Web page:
Slain soldier is first
in Hawaii to become
a citizen after death
Pvt. Jeung Jin Kim dreamt
of being able to vote,
his wife says
Army Pvt. Jeung Jin Kim achieved in death what he only dreamed of when he was alive: U.S. citizenship.
Kim was killed Oct. 6 in an insurgent attack in Ar Ramadi, Iraq. He is the first person to receive posthumous citizenship in Hawaii, said David Gulick, Honolulu district director of the U.S. Citizenship and Immigration Services. Kim would have turned 24 last Saturday.
Yesterday, Gulick presented Kim's widow, A Young Kim, her husband's certificate of citizenship.
"Finally. He would have been happy. I know he would have been happy. We'd been talking about this for a long time," she said.
Kim said she was still researching what her husband needed to do to gain U.S. citizenship when he died.
Active-duty military members who die in combat qualify for posthumous citizenship.
She said one of the reasons her husband, who was born in South Korea, joined the Army was for his citizenship.
Recent changes in immigration laws make it easier for qualified military members to become citizens. Filing fees were waived for military members, and there is no waiting period to file. Previously, active-duty members needed to complete one year of honorable service to qualify.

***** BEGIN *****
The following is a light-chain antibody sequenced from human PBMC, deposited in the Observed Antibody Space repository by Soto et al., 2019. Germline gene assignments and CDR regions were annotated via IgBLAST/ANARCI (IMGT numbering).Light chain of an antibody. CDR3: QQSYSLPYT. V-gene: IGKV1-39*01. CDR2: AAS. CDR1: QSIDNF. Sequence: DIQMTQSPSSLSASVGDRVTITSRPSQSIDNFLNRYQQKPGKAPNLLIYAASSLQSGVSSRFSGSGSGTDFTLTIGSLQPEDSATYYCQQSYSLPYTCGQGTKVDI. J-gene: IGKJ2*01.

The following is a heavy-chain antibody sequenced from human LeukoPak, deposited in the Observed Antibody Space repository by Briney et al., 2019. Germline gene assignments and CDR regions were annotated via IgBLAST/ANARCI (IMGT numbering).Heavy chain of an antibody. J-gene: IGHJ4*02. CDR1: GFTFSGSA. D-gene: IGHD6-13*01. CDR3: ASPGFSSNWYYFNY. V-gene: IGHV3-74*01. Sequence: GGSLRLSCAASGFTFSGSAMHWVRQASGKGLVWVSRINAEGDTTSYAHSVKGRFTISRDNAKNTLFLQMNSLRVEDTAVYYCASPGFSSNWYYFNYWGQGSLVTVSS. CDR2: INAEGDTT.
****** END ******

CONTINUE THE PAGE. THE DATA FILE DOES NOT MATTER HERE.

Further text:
Kim said her husband was not able to work when they first met because he was not even a permanent resident. When they married, he received a green card.
But still, she said he could not do "things that are important" because he was not a citizen.
"He really, really wanted to vote," she said.
In a telephone conversation before his death, her husband urged her to watch the Michael Moore film "Fahrenheit 9/11," which was highly critical of President Bush.
Even though she has been a longtime Bush supporter, Kim said she complied with her husband's request that she vote for John Kerry for president so that he "can come home soon."
The posthumous citizenship award does not benefit Kim, 23, a soldier assigned to Fort Shafter, or the couple's 3-month-old son since they are already citizens, but it does allow Jeung Jin's parents in South Korea to immigrate to the United States, Gulick said.
Jeung Jin's other posthumous awards include a Purple Hearth, Bronze Star, good-conduct medal and promotion to private first class.
There are more than 40,000 members of the U.S. military serving on active duty who are not citizens.
Kim is the 37th service member to receive posthumous citizenship after dying in the war in Afghanistan or Iraq.